"He also leaked video of a 2007 Apache helicopter attack in Baghdad that mistakenly killed at least nine people, including a Reuters photographer." And it should be said that the military tried to cover up the truth of what happened during that incident that killed innocent people. Manning exposed lying and corruption. He may have technically broken the law, but he still did the right thing.
on August 21,2013 | 06:06AM
serious wrote:
Agreed, look how Biden, after a top secret meeting, leaked the Seal outfit's name and they were hunted down and killed in a helicopter crash in Afghanistan!!! It's the little fish that get squished!!!
on August 21,2013 | 07:07AM
scooters wrote:
So should have Biden been put on trial? Yes in deed!
on August 21,2013 | 07:35AM
allie wrote:
I am divided on this man. I do think he meant well but he is not really smart enough or mature enough to take on this kind of work. As he said, he was duped and did hurt many Americans
on August 21,2013 | 08:11AM
pcman wrote:
IRT allie on mean well. You don't mean well if you take an oath and promise to protect classified material, then break the oath for personal reasons. You don't mean well if you take matters in your own hands knowing full well that other Americans depend on your doing your job to protect their well being and lives. If Manning did not know all of this, he must have been stupid.
on August 21,2013 | 10:32AM
ehrhornp wrote:
I wonder when it will become official at the United States is now Oceania. How sad.
on August 21,2013 | 06:14AM
scooters wrote:
He'll never serve to whole sentence. The military has a history of letting criminals get out early.
on August 21,2013 | 07:34AM
pcman wrote:
IRT scooters on sentence. I served 20 years on active duty and 25 years a DOD civilian employee and never heard of prisoners being let out early. Manning got off easy for the amount of damage he has already done, and much of is yet to come from Assange through WikiLeaks. The judge should have said Manning's sentence can be reduced if nothing is further published by WikiLeaks over the next 50 years, or his sentence could be increased if more is published by WikiLeaks. That would reveal how honorable Assange really is.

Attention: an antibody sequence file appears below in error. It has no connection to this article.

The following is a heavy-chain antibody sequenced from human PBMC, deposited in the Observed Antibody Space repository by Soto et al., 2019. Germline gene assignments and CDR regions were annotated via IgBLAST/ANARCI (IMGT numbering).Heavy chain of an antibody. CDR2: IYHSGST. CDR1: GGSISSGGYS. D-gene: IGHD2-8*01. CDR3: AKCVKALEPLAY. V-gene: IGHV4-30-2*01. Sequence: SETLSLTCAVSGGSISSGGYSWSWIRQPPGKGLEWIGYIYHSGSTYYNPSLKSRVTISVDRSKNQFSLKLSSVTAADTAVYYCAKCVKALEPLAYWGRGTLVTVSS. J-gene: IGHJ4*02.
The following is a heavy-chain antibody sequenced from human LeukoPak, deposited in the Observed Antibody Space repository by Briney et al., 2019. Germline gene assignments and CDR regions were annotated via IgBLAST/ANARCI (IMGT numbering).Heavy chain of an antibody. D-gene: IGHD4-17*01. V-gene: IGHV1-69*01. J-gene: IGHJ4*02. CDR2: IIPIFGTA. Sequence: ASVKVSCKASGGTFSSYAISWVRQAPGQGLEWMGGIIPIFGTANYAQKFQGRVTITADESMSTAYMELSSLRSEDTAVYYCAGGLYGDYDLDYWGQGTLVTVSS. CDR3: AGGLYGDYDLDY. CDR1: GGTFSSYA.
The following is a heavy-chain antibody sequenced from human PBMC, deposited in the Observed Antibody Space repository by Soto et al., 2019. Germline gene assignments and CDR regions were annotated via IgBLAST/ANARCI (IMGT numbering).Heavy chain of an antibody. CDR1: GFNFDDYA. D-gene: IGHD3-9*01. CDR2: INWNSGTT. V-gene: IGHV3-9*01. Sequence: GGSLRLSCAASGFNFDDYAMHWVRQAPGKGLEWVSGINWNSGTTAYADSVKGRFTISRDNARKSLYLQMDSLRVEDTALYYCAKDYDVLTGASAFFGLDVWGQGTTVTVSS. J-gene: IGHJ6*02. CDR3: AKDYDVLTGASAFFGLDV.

on August 21,2013 | 10:43AM
cojef wrote:
When everything is said and done, what is the lesson learned from this debacle? The whistle-blowers, if you could be kind enough to call them that, are very young and impressionable individuals. Manning and Snowden are young and impressionable with little experience in life, yet they were entrusted with highly classified materials of the likes, "only for your eyes" ratings. The operational procedures for handling classified matterials, must be reassessed and revised, especially as to background security checks. Methinks, that background checks are not as stringent as it was before. After I was drafted in 1944, little did I know that my background was investigated by the FBI, as I later learned by those that were interviewed. The investigation was conducted just to clear me for further training as a language intelligence trainee. Also, after agreeing to be recruited to the Federal Service, the FBI again checked my background. My top clearance was only "secret", a very low rating.
on August 21,2013 | 07:40AM
allie wrote:
interesting points.
on August 21,2013 | 08:10AM
pcman wrote:
IRT cojef on clearance. Today classified information is readily available on the 'classified internet.' In cojef's time, you only get to see hard copy documents. Today over a million military, DOD and OGA personnel have top secret clearances. Almost every military and DOD personnel have SECRET clearances to do their jobs.
on August 21,2013 | 10:49AM
Pacej001 wrote:
Given the volume of information this guy leaked, his primary motivation was indiscriminate damage to the US government. While he may seem like a whistleblower to some, he really is nothing more than a malignant, traitorous malcontent who deserves to sit in a cell for 35 years.
on August 21,2013 | 08:39AM